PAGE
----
According to the company’s own metrics it made $2 billion in revenue in 2009, helped along by Epsilon’s contracts with “2,200 global brands.” And an Alliance spokesperson confirmed that Epsilon is the world’s largest provider of permission-based email marketing of the sort used by retailers.
So why have so few people heard of the company until now?
“I don’t think most consumers have the expectation, when they give their email address, that that information is going to be shared with a large marketing firm,” says Paul Stephens, director of policy and advocacy for the non-profit group Privacy Rights Clearinghouse. That, he says, is due to the fact that the U.S. does not have an overarching privacy law governing these sorts of disclosures.
That said, it’s not unreasonable to expect companies large and small to contract an outside firm for its email marketing and other administrative duties. Indeed, one could even argue that it’s comforting to know that your contact information is in the hands of a third party that specializes in email list management. After all, such a specialized firm would presumably be better equipped to keep that sort of data more secure than, say, the IT department for a big-box retailer.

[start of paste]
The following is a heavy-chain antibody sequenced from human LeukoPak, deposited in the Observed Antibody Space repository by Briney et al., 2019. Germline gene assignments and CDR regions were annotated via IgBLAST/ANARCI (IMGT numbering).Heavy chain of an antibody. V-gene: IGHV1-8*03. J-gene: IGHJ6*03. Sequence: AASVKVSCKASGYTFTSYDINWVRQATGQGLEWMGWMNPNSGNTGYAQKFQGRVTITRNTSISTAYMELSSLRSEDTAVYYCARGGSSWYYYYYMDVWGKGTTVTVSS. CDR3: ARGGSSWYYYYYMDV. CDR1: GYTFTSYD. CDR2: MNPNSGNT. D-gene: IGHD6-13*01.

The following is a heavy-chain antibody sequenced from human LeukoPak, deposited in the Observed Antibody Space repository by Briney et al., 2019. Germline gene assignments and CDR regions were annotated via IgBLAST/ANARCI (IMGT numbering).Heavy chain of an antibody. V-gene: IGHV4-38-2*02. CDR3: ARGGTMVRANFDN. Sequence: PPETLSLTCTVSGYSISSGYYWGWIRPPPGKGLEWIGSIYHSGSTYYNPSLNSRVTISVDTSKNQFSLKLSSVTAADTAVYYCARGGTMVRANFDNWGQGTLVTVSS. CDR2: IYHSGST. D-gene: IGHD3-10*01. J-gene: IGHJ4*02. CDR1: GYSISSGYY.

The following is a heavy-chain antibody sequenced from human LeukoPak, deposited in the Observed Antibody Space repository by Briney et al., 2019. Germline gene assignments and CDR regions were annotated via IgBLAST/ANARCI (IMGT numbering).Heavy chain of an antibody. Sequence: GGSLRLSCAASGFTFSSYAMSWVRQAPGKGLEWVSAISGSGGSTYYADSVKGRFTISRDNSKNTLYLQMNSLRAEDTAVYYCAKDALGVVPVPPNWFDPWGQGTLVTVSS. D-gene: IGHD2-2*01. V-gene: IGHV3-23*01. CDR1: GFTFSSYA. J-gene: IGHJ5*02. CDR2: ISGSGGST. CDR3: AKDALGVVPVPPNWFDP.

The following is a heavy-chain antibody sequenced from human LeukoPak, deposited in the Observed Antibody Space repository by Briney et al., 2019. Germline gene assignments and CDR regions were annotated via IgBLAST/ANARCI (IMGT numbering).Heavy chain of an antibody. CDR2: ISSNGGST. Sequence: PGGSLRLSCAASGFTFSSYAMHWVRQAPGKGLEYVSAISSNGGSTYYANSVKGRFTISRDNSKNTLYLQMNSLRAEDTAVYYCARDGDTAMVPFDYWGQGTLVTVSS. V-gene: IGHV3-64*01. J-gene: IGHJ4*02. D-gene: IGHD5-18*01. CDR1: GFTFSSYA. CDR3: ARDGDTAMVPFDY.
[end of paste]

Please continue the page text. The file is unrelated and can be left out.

But Julie McNelley, a senior analyst at the Aite Group, a research and advisory firm, said that the data breach shows that Epsilon’s email database was not encrypted – a practice that she says reflects an outdated mentality toward email addresses.
“They were not treating email addresses as a valuable data element,” she says. “Email in the past wasn’t considered sensitive identifying information, but now a lot of sites use your email address as the default username for login.”